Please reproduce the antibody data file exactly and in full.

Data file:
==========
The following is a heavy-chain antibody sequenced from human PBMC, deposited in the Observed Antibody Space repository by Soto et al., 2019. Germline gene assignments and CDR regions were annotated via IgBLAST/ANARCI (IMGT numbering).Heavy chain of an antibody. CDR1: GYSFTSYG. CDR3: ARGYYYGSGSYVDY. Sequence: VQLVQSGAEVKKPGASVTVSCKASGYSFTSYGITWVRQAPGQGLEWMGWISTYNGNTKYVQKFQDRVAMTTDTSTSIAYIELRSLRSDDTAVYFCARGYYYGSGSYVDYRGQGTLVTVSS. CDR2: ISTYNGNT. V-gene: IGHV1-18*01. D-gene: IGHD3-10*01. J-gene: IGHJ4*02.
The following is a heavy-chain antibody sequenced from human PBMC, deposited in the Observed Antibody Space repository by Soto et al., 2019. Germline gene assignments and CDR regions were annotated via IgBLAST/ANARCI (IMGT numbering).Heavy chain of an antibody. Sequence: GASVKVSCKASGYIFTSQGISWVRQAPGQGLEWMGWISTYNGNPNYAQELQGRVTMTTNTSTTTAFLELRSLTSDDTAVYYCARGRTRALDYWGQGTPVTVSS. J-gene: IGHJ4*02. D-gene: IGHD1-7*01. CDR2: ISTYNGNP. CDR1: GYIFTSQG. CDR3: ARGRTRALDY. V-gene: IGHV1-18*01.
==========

The following is a heavy-chain antibody sequenced from human PBMC, deposited in the Observed Antibody Space repository by Soto et al., 2019. Germline gene assignments and CDR regions were annotated via IgBLAST/ANARCI (IMGT numbering).Heavy chain of an antibody. CDR1: GYSFTSYG. CDR3: ARGYYYGSGSYVDY. Sequence: VQLVQSGAEVKKPGASVTVSCKASGYSFTSYGITWVRQAPGQGLEWMGWISTYNGNTKYVQKFQDRVAMTTDTSTSIAYIELRSLRSDDTAVYFCARGYYYGSGSYVDYRGQGTLVTVSS. CDR2: ISTYNGNT. V-gene: IGHV1-18*01. D-gene: IGHD3-10*01. J-gene: IGHJ4*02.
The following is a heavy-chain antibody sequenced from human PBMC, deposited in the Observed Antibody Space repository by Soto et al., 2019. Germline gene assignments and CDR regions were annotated via IgBLAST/ANARCI (IMGT numbering).Heavy chain of an antibody. Sequence: GASVKVSCKASGYIFTSQGISWVRQAPGQGLEWMGWISTYNGNPNYAQELQGRVTMTTNTSTTTAFLELRSLTSDDTAVYYCARGRTRALDYWGQGTPVTVSS. J-gene: IGHJ4*02. D-gene: IGHD1-7*01. CDR2: ISTYNGNP. CDR1: GYIFTSQG. CDR3: ARGRTRALDY. V-gene: IGHV1-18*01.